A Florida multi member LLC operating agreement outlines the various principles of a business with more than one owner in Florida. It might detail standard operating procedures, initial formation articles, and any other important points that the members agree on.

Florida LLC agreements are not required by the state; however, it's always a good idea for companies to create one to separate personal and business assets in case the company is a failure or faces a lawsuit. Additionally, an operating agreement provides certain tax benefits to members of the LLC.

Before approving the operating agreement, all members should give it a close look to make sure they understand everything in it. If you have questions, it's a good idea to consult with an attorney for guidance. They'll be able to explain all the legal language so you know what you're getting into.

Forming an LLC in Florida

Before you can create an operating agreement, you'll first need to form your multi-member LLC. Doing so requires you to take the following steps:

  1. Check to ensure your LLC name is available. You can do this by searching the Florida Division of Corporations. Search by trademark name, business name, or the name of the registered agent. If no results show up, your name is available, and you can start filing your LLC paperwork.
  2. Name a registered agent. The registered agent is the person that receives annual notices and filings on behalf of your LLC.
  3. Decide on the type of entity you want. For example, if you're forming a new LLC in the state of Florida that doesn't exist elsewhere, you'll want to form a domestic LLC. If your LLC already exists in another state and you want to start doing business in Florida, you'll need to form a foreign LLC. Foreign LLCs must take one extra step by attaching a Certificate of Existence that's less than 90 days old from the state they originally formed their business in.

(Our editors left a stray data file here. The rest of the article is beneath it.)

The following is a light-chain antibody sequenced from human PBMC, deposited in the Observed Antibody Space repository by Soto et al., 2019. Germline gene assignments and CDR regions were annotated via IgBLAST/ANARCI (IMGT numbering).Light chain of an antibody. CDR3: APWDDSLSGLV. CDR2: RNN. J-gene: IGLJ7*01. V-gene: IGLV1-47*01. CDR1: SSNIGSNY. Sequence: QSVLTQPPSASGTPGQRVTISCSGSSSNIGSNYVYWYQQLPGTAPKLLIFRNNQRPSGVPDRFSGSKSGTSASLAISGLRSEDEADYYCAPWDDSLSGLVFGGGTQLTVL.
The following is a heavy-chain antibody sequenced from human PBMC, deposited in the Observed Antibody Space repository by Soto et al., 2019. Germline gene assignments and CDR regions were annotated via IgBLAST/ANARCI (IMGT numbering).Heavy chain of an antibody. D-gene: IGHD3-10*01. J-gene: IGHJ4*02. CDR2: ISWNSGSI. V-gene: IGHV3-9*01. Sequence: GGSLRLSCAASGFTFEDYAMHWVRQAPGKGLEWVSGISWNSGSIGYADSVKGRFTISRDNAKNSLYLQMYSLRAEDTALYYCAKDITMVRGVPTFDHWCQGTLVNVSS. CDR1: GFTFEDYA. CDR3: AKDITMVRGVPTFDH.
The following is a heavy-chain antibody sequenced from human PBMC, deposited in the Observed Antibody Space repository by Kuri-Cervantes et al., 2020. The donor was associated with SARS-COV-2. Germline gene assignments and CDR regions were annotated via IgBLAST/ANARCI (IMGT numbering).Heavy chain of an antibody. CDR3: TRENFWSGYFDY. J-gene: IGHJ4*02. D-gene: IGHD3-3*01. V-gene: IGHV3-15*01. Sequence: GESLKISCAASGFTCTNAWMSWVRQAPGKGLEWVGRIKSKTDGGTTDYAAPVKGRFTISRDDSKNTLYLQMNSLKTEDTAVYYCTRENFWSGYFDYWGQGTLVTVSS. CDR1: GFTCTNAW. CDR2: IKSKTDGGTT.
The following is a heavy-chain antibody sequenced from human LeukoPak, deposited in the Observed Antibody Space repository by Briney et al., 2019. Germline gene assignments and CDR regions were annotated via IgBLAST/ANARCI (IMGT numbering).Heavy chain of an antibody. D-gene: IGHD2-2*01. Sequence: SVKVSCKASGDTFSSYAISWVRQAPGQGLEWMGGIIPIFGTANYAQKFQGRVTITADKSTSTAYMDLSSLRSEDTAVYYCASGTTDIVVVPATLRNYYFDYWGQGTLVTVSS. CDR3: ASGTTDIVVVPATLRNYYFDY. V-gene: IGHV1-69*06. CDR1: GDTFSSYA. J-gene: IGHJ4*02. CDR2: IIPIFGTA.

4. Pay the filing fee. The fee is $125 for all businesses. If you're paying online, you'll just need to put in your credit card number. If you're sending in an application, make a check out to the "Florida Department of State" and send it to the Division of Corporations, Registration Section, P.O. Box 6327, Clifton Building Tallahassee, FL 32314.
  5. Craft your operating agreement. This is an important step for defining anything left out of your initial formation articles. You don't need to send this in to the Division of Corporations, but you should keep it on file for your personal records.
  6. Obtain your Employer Identification Number (EIN). An EIN is important because it lets you legally perform financial transactions, such as paying employees, obtaining a company credit card, or opening a company bank account. You can apply for an EIN online or through the mail.

How to Write a Florida Operating Agreement

Writing an operating agreement is easy if you follow the appropriate steps. To start, you'll need to gather some simple information:

  • Company name
  • The date the agreement shall be enforced
  • The name and address of each member of the LLC
  • The address of the business

Next, you'll want to get a bit more specific. This might include the following information:

  • Date the company was formed on
  • Purpose of the company
  • Term of the company
  • The percentage of interest each member has
  • The contributions of each member
  • Dates when members are supposed to meet
  • Ownership of company property
  • How admission of new members will work
  • How current members can withdraw from the LLC
  • How to dissolve and liquidate the LLC
  • Any arbitration or amendment policies

You can use a template to organize this information in a meaningful way that will lay out expectations clearly. Once you've curated all this information, each member of the LLC will need to sign and date the document. The last step is to have the form notarized before it is official. The notary will approve the form by signing it and placing their notary seal on it.

Then, you'll need to distribute a copy of the operating agreement to each member of the LLC for their personal records.

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